I think it would be more honest if we said that there is a tremendous degree of chance and luck involved in our ability to make our lives bearable. We might know the recipe for a good life but our brain constitution could be such that implementing the plan would be anatomically/neurologically impossible. Even if some of us do find a way to get enjoyment out of our lives, it hardly has any significance after our death, because that enjoyment (or any other emotion for that matter) doesn't transcend our being.
Death erases all signs of our lives as Marcus Aurelius kept telling himself in his "Meditations". Our feeling of enjoyment is just a function of our brain (made possible by our dopamine based reward system) and so just another animalistic function that stops working the minute we are dead. How we felt during our lives has zero significance. Except our brains make us feel better when we do something that they think is good for us. A hard question for me is: if it doesn't matter how we feel during our lives, why not just enjoy our lives since it feels better (i.e. generates dopamine)? It sure is an enticing proposition but strangely enough, hurting gives its own pleasure. In the end, happy or unhappy doesn't change anything after our death and in that sense Camus' question "Why not commit suicide?" still stands -- at least for those whose suffering is hard to bear.
In my opinion, the best take on life, its meaning or lack thereof was given by Schopenhauer despite all the criticism his philosophy has received. Yes, his philosophy is pessimistic, but just because it is pessimistic doesn't make it wrong.
Good for an initial reading before more deep books about this subject
Baggini does not pre-suppose any deep philosophical knowledge on the part of the readers. So, he explains any philosophical concepts that he brings up. In this way, the book is also a good introduction to philosophy. As other reviewers and even Baggini himself have mentioned, Baggini provides no clearcut prescription but a framework which can be used to live a meaningful and purposeful life. Baggini discusses and identifies a number of components of the purposeful life, but it is up to the readers to work out the specifics and to bring it to fruition. I find this approach very hopeful and motivating although I can understand that it can also feel daunting.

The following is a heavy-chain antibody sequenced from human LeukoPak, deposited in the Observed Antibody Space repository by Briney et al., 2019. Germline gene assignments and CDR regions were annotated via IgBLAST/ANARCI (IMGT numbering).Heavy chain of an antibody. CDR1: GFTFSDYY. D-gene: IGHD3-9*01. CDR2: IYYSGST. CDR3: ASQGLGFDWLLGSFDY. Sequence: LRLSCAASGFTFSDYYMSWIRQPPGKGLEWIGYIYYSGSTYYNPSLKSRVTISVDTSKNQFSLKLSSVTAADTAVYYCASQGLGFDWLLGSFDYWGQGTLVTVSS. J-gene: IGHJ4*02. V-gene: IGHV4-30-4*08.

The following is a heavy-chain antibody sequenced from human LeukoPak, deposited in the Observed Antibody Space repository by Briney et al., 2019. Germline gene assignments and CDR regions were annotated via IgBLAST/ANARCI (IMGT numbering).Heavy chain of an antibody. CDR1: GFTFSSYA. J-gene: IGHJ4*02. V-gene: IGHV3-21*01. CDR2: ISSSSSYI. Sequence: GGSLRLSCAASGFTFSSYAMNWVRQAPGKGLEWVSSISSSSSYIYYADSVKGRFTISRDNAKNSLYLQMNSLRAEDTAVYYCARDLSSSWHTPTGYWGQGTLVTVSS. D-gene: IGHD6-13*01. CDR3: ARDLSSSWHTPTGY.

For someone who is already well versed in philosophy, this book might not be a satisfying read. Baggini does not spend more than a couple of pages (small pages and large print!) on any of the philosophical concepts/theories that he introduces. But for the layperson looking to read her first book on the meaning/purpose of life, this book is great.
Top reviews from other countries
I hope you find my review helpful.
However it occurred to me that the author neglected to consider the meaning of life from an evolutionary point of view.
We are part of the natural world - an advanced mammal - so therefore the basic behavior of simpler species should be contrasted with us.
When we examine other animals, birds and fish etc. their aims are clear - survival and fundamentally reproduction.
Our thoughts and sense of self lead us to speculate on a whole range of loftier purposes for our lives. Despite this we are basically little different from other forms of life in our key motivators.
So in effect, I would suggest that to reproduce is the purpose in life coded in our DNA. So perhaps, at an instinctive level, having offspring is what makes all organisms most happy and complete.
Starting a family may be what it's all about.
Baggini does't try and lead you into a way of thinking about life and its purpose. He simply (but thoroughly) offers the reader all of the possible reasons we can live a meaningful life.
I have read this book many many times. In fact I originally ordered the paperback but then later ordered it in hardback.